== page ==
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What We Know About Being on “Enhanced Community Quarantine”

“It means absolute lockdown or total lockdown,” says Presidential Spokesman Salvador Panelo

On the first working Monday of Metro Manila’s community quarantine as the government seeks to contain the cases of COVID-19 in the country, President Rodrigo Duterte announced that the entirety of Luzon is now on “enhanced community quarantine.”

On Thursday last week, he placed Metro Manila under a “general community quarantine.” That meant that travel to and from Metro Manila was restricted. Those who lived outside of the National Capital Region but worked in it were required to show identification at checkpoints. 

According to the memorandum released on March 13, “general community quarantine” is defined as a quarantine “where movement of people shall be limited to accessing basic necessities and work,” and “uniformed personnel and quarantine officers shall be present at border points.”

This kind of quarantine was first implemented on March 15, beginning at 12 a.m. 

Less than 24 hours later, all of Luzon has now been placed under “enhanced community quarantine.” 

In an interview with ANC this afternoon, Presidential Spokesman Salvador Panelo said that “it means absolute lockdown or total lockdown. It means that all persons will be subjected to strict home quarantine, no movement and no transportation.”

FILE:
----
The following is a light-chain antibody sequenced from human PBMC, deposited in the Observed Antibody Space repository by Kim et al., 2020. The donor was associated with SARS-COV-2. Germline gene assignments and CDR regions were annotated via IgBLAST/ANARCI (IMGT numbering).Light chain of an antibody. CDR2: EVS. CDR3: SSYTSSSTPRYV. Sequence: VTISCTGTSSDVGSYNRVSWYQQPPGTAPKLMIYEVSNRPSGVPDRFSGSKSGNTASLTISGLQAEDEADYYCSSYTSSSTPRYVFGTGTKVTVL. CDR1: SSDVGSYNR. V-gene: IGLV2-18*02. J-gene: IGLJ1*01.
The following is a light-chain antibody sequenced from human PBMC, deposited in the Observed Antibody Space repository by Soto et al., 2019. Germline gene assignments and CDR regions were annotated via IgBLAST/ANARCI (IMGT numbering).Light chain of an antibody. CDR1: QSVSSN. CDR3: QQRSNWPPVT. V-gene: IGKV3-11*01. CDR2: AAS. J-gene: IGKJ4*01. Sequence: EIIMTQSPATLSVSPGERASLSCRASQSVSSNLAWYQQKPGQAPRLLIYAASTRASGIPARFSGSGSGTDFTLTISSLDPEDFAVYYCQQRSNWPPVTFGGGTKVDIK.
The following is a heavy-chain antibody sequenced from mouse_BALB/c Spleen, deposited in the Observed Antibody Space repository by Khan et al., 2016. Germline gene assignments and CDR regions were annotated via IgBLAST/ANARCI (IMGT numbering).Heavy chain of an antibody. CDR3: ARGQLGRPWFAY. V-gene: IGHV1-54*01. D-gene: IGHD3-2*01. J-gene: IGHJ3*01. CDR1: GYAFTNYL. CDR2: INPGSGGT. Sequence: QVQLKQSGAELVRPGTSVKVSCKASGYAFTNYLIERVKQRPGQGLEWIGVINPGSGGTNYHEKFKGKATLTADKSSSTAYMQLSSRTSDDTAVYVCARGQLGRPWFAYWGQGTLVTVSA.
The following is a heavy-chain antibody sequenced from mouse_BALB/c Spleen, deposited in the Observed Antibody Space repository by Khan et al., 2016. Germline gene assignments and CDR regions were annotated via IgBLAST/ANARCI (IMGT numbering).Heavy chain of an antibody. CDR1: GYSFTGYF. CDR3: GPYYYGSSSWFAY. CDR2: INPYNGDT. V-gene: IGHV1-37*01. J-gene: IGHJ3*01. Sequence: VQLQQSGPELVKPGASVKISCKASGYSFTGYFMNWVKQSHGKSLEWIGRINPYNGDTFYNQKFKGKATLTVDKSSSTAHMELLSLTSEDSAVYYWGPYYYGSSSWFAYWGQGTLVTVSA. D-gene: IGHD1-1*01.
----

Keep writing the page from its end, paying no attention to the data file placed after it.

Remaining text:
This evening, President Duterte gave a press conference detailing what’s to happen under this kind of quarantine that covers all of Luzon. 

Here’s what the most recent memorandum details. 

What does “enhanced community quarantine” entail?

According to a Palace memo issued last Saturday, enhanced community quarantine is characterized by:

1. Strict home quarantine in all households,

2. Suspended transportation lines,

3. Regulated provision for food and essential health services, and 

4. Heightened presence of uniformed personnel to enforce quarantine procedures will be implemented.

What else is there to know about this new development? 

Movement will only be allowed if you’re stepping outside to access basic necessities or going to work. Otherwise, stay at home. 

Private establishments such as restaurants, supermarkets, convenience stores, hospitals, and drug stores will remain open, with strict social distancing rules to be observed. Banks and utility services—such as power, water, and telecommunications—will remain open as well.

Mass public transport facilities will be suspended. This includes trains, buses, and jeepneys. 

Land, air, and sea travel will be restricted. Those departing the country will be allowed to travel 72 hours from the effectivity of the enhanced community quarantine. 

Cargoes within, to, and from Luzon will continue to operate

This will take effect on March 17, starting at 12 a.m. and will last until April 13 at 12 a.m. 

There are currently 142 COVID-19 cases in the country, including 12 fatalities.

Lead photo from Unsplash